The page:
• 1st Special Operations Medical Group - Hurlburt Field

In addition, the U.S. Department of Defense (DoD) operates over 100 smaller clinics across the U.S. and around the world that use the AHLTA electronic health record (EHR) system that interacts with the CHCS system.  Many of these facilities are in the VistA Installations GIS Map & Database but only major sites are listed in the above table.

Caribbean & Central America

The installation and use of 'open source' electronic health record (EHR) systems have also slowly spread into U.S. Territories and nations across the Caribbean and Central America, e.g. Puerto Rico, U.S. Virgin Islands, Mexico. 

All of the U.S. Department of Veterans Affairs (VA) healthcare facilities in U.S. Territories across the Caribbean are using the well known, award winning VistA System. VA healthcare facilities (i.e. hospitals, outpatient clinics, nursing homes) using VistA include the:

• San Juan VA Medical Center
• Arecibo VA Clinic
• Guayama VA Clinic
• Mayaguez VA Clinic
• Ponce VA Clinic
• Utuado VA Clinic
• Saint Croix VA Clinic
• Saint Thomas VA Clinic

The following are other Federal, State, and local community healthcare facilities in the Caribbean currently using other derivatives of the VistA system, e.g. CHCS, RPMS, OpenVistA, vxVistA, WorldVistA.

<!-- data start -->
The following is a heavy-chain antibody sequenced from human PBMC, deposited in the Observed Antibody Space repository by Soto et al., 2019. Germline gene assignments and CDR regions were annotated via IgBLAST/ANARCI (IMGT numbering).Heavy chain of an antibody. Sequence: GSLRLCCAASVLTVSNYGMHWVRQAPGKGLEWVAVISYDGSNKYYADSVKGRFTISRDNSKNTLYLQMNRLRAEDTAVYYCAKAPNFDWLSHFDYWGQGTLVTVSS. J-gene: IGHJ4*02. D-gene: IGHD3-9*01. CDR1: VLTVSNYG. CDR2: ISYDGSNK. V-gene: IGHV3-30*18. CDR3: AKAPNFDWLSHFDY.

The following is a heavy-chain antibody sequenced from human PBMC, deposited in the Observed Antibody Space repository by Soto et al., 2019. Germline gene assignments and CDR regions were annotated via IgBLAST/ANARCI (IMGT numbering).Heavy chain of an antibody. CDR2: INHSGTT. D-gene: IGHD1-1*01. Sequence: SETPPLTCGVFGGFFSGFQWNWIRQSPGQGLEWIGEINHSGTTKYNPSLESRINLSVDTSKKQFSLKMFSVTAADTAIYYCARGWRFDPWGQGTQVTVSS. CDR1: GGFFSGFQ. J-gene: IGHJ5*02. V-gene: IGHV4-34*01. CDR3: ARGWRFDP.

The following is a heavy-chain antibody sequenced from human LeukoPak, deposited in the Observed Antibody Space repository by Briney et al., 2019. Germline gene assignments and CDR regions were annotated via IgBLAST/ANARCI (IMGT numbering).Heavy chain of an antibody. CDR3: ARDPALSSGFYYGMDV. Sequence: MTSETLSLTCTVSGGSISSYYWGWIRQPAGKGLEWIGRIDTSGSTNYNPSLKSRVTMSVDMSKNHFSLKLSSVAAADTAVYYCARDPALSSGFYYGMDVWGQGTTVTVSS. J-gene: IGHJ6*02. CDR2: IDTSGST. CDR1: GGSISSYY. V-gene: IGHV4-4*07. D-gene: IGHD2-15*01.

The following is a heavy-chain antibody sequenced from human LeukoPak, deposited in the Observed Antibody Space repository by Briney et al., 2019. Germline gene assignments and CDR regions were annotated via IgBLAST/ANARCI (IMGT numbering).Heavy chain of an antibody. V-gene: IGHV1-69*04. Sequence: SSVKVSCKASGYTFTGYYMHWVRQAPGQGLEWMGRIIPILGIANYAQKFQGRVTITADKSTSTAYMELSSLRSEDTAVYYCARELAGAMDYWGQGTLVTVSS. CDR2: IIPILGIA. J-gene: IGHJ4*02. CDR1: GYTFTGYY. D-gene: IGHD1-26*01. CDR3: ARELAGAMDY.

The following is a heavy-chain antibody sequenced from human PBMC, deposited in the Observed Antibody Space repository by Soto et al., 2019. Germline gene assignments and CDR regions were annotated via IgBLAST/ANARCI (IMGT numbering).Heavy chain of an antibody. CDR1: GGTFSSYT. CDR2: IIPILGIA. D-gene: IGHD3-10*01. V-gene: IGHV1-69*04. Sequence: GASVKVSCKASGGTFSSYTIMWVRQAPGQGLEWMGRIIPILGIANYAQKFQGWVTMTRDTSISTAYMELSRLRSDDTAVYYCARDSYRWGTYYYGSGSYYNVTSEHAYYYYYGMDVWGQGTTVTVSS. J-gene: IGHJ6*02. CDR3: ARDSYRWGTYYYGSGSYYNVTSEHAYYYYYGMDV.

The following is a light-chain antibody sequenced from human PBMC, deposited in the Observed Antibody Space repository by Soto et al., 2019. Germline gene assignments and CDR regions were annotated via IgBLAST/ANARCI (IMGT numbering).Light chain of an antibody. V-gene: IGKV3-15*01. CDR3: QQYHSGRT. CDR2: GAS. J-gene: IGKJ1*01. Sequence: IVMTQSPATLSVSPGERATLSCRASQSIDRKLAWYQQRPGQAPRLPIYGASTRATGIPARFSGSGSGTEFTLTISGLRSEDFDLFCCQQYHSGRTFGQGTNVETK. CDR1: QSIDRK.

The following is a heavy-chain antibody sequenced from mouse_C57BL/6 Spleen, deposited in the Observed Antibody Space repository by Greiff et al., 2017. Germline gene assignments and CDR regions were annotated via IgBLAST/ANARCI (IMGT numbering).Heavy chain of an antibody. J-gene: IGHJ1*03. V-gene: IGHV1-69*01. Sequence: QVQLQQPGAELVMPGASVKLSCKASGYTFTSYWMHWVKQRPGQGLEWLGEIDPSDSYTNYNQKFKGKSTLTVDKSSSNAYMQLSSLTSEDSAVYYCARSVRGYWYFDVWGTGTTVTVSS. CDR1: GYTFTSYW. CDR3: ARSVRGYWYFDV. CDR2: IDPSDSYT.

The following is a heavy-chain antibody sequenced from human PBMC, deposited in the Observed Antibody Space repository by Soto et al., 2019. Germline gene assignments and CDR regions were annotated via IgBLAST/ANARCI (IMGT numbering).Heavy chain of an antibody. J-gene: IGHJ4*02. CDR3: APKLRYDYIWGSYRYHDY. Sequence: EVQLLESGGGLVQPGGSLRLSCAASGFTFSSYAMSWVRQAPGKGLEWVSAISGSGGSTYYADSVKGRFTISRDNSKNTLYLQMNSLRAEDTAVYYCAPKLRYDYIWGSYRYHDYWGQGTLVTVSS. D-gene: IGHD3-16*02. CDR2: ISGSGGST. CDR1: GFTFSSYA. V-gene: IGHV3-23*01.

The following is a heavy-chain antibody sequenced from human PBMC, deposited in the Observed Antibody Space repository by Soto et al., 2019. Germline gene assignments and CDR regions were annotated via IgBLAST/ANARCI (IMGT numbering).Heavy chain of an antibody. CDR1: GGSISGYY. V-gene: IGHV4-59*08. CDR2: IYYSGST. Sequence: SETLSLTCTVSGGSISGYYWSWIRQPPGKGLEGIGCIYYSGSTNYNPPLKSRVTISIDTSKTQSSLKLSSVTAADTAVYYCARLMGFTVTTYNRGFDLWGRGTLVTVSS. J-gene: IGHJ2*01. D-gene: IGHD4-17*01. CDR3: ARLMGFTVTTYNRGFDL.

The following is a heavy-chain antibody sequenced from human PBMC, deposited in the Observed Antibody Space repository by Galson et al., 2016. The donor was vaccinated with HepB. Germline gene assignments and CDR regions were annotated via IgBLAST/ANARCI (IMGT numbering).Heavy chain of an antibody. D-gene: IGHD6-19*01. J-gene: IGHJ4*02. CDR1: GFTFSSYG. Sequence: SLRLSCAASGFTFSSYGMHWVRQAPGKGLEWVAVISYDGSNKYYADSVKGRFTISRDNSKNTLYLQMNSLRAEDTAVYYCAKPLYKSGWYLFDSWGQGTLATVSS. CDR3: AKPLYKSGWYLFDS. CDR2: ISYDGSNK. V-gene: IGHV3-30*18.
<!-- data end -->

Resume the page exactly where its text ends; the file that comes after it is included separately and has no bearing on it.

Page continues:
•  U.S. Naval Hospital Guantanamo Bay, Cuba

Finally, the Inter-American Development Bank (IDB) issued a report in 2010 entitle "Benefits and Costs of Electronic Medical Records: The Experience of Mexico’s Social Security Institute (IMSS)". It provides a summary of the installation of IMSS VistA in 58 hospitals across Mexico and provides many valuable 'lessons learned' from their efforts to adapt VistA to their environment.

• VistA installed in 58 IMSS Hospitals in Mexico

I am still trying to get a more accurate list of all the hospitals in Mexico running VistA to include in the VistA Installations GIS Map & Database. Only a few of the sites have been entered so far.

See the map of all healthcare facilities running some variant of the 'open source' VistA electronic health record (EHR) system across Florida, the Caribbean, and around the world. 

Finally, other popular 'open source' EHR systems in use across Florida and the Caribbean include OpenEMR and OpenMRS.